USA v. Hector Burton, et al, No. 15-40654 (5th Cir. 2016)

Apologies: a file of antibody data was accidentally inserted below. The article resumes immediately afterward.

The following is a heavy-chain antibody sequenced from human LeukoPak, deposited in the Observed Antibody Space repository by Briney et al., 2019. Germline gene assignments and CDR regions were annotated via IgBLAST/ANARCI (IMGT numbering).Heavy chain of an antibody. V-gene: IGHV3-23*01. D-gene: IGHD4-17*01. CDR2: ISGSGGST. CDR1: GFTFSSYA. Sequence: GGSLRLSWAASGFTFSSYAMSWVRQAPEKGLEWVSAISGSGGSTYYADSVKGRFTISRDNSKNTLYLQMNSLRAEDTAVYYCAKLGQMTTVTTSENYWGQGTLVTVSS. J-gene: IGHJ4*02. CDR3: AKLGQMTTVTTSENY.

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Case: 15-40654 Document: 00513792456 Page: 1 Date Filed: 12/12/2016 IN THE UNITED STATES COURT OF APPEALS FOR THE FIFTH CIRCUIT No. 15-40654 Summary Calendar United States Court of Appeals Fifth Circuit FILED December 12, 2016 Lyle W. Cayce Clerk UNITED STATES OF AMERICA, Plaintiff-Appellee v. HECTOR ALBERTO BURTON; GUILLERMO HERRERA, Defendants-Appellants Appeals from the United States District Court for the Southern District of Texas USDC No. 2:13-CR-504-2 Before HIGGINBOTHAM, PRADO, and HAYNES, Circuit Judges. PER CURIAM: * A jury convicted Hector Alberto Burton and Guillermo Herrera of one count of conspiracy to possess with intent to distribute approximately 264.8 kilograms of marijuana, in violation of 21 U.S.C. §§ 841(a)(1), (b)(1)(B), and 846, and one count of possession with intent to distribute approximately 264.8 kilograms of marijuana, in violation of § 841(a)(1), (b)(1)(B), and 18 U.S.C. § 2. Pursuant to 5TH CIR. R. 47.5, the court has determined that this opinion should not be published and is not precedent except under the limited circumstances set forth in 5TH CIR. R. 47.5.4. * Case: 15-40654 Document: 00513792456 Page: 2 Date Filed: 12/12/2016 No. 15-40654 The district court sentenced both defendants to 87 months of imprisonment and a five-year term of supervised release. During a traffic stop, officers searched the tractor-trailer driven by Herrera and discovered a false compartment with 264.8 kilograms of marijuana. The marijuana was valued at approximately $384,000. A piece of paper found in the truck, which contained contact information for Burton, and cellular phone records connected Herrera to Burton and Ricardo “Rick” Garcia. The Government argued at trial that the three men conspired together to transport the marijuana to Ohio. Burton challenges the sufficiency of the evidence underlying both verdicts. He argues that there is no evidence that he actually or constructively possessed the marijuana seized in the truck because nothing in the record established that he had knowledge of Herrera’s activities in transporting the load. Burton emphasizes that evidence of phone calls among the phones associated with Garcia, Herrera, and himself alone is insufficient to support the convictions in the instant case because the content of those calls remain unclear. When analyzing the sufficiency of the evidence, we view “all evidence, whether circumstantial or direct, in the light most favorable to the Government with all reasonable inferences to be made in support of the jury’s verdict.” United States v. Terrell, 700 F.3d 755, 760 (5th Cir. 2012) (internal brackets, quotation marks, and citation omitted). The Government may prove its case through direct or circumstantial evidence, and “the jury is free to choose among reasonable constructions of the evidence.” United States v. Mitchell, 484 F.3d 762, 768 (5th Cir. 2007) (internal quotation marks and citation omitted). We will uphold the jury’s verdict if “any rational trier of fact could have found the essential elements of the crime beyond a reasonable 2 Case: 15-40654 Document: 00513792456 Page: 3 Date Filed: 12/12/2016 No. 15-40654 doubt.” United States v. Vargas-Ocampo, 747 F.3d 299, 301 (5th Cir. 2014) (en banc) (citing Jackson v. Virginia, 443 U.S. 307, 319 (1979)). Burton offered inconsistent statements that suggested guilty knowledge of the marijuana and the conspiracy, including dubious statements that a “Junior Perez” hired Herrera to drive the truck. See United States v. RamosRodriguez, 809 F.3d 817, 822 (5th Cir.), cert. denied, 136 S. Ct. 2040 (2016). In addition, the high value of the seized marijuana supported an inference of guilty knowledge. See United States v. Villarreal, 324 F.3d 319, 324 (5th Cir. 2003). Evidence that the trailer attached to the tractor was not the trailer registered for that vehicle and the fact that Herrera used Burton’s fuel card to purchase fuel also suggested guilty knowledge of the criminal activity. See United States v. Vasquez, 677 F.3d 685, 694-95 (5th Cir. 2012). Burton correctly notes that phone records may be insufficient to show participation in a drug conspiracy when there is no indication of who made the calls and the subject matter of the conversations is unknown. See United States v. Galvan, 693 F.2d 417, 419-20 (5th Cir. 1982). However, the significant number of phone calls that occurred among Burton, Herrera, and the various phones connected to Garcia, did not exist in a vacuum. These phone calls, viewed in conjunction with the inconsistent statements and other evidence, support the jury’s finding that Burton, at the very least, had constructive possession of the marijuana and knowingly participated in both offenses. See Vargas-Ocampo, 747 F.3d at 301; Vasquez, 677 F.3d at 693-94; United States v. Gardea Carrasco, 830 F.2d 41, 45 (5th Cir. 1987). Herrera also challenges both convictions. In regard to the conviction for possession with intent to distribute, he concedes that he was driving the tractor with the marijuana but contends that there was no evidence that he had knowledge of the secret compartment. Addressing his conviction for conspiracy 3 Case: 15-40654 Document: 00513792456 Page: 4 Date Filed: 12/12/2016 No. 15-40654 to possess with intent to distribute marijuana, Herrera argues that the Government introduced no evidence of his direct involvement with Burton. Trial testimony regarding Herrera’s nervousness during the traffic stop provided circumstantial evidence of his guilty knowledge. See Vasquez, 677 F.3d at 695. The value of the seized marijuana, his inconsistent statements about the phone found in the truck, his employment status, and relationship with Garcia also reflected Herrera’s guilty knowledge. See Ramos-Rodriguez, 809 F.3d at 822; Villarreal, 324 F.3d at 324. His experience as a driver and the fact that an anomaly in the trailer panels went unreported despite his inspection of the truck at a fuel station further suggested that Herrera knew of the marijuana. See Vasquez, 677 F.3d at 695. In light of this evidence, Herrera has not shown that the jury acted irrationally when it found beyond a reasonable doubt that he was guilty of possession with intent to distribute marijuana. See Vargas-Ocampo, 747 F.3d at 301. Although there was a lack of evidence establishing that he communicated directly with Burton, Herrera’s use of Burton’s fuel card, his possession of a piece of paper with Burton’s contact information, and the numerous phone calls among the men support the jury’s finding that Herrera knowingly participated in the conspiracy to distribute marijuana. See Vasquez, 677 F.3d at 693. Even assuming this evidence did not establish a direct connection with Burton, Herrera need not know “the exact number or identity of all the co-conspirators, so long as in some fashion he . . . knowingly participates in the larger conspiratorial objectives.” United States v. Greenwood, 974 F.2d 1449, 1457 (5th Cir. 1992). Burton urges that the district court erred in adjusting his offense level under U.S.S.G. § 3B1.1(c) for being an organizer, leader, manager or supervisor. Burton’s assertion that Garcia and Herrera could have been the 4 Case: 15-40654 Document: 00513792456 Page: 5 Date Filed: 12/12/2016 No. 15-40654 managers of the operation does not eliminate Burton from qualifying as a leader or organizer with respect to the criminal conspiracy, since more than one person may occupy a leadership or managerial role within a criminal association. See § 3B1.1(c), comment. (n.4). In light of the evidence reflecting that Burton recruited Herrera to be the driver and directed Herrera’s actions through Garcia, the district court did not clearly err in adopting the presentence report’s unrebutted factual finding that Burton was an organizer, leader, manager, or supervisor of the criminal activity for purposes of the role adjustment. See United States v. Ochoa-Gomez, 777 F.3d 278, 281 (5th Cir. 2015). Finally, on plain error review, Herrera raises an issue based upon the district court’s instruction to the jury regarding the admissibility of a defendant’s criminal history, made in response to the government’s objection to Burton’s counsel’s closing argument referencing “no evidence” that Burton had a criminal history. Herrera argues that by explaining to the jury that there are restrictions on admitting a defendant’s criminal history, the district court essentially permitted the jury to infer that Herrera had a criminal history. However, as Herrera concedes, the instruction did not constitute evidence of his criminal history. Moreover, the district court correctly stated that limitations exist on the admission of a defendant’s criminal history. See FED. R. EVID. 404(b). As such, Herrera has not shown any plain error stemming from the district court’s instruction to the jury. The judgments of the district court are AFFIRMED. 5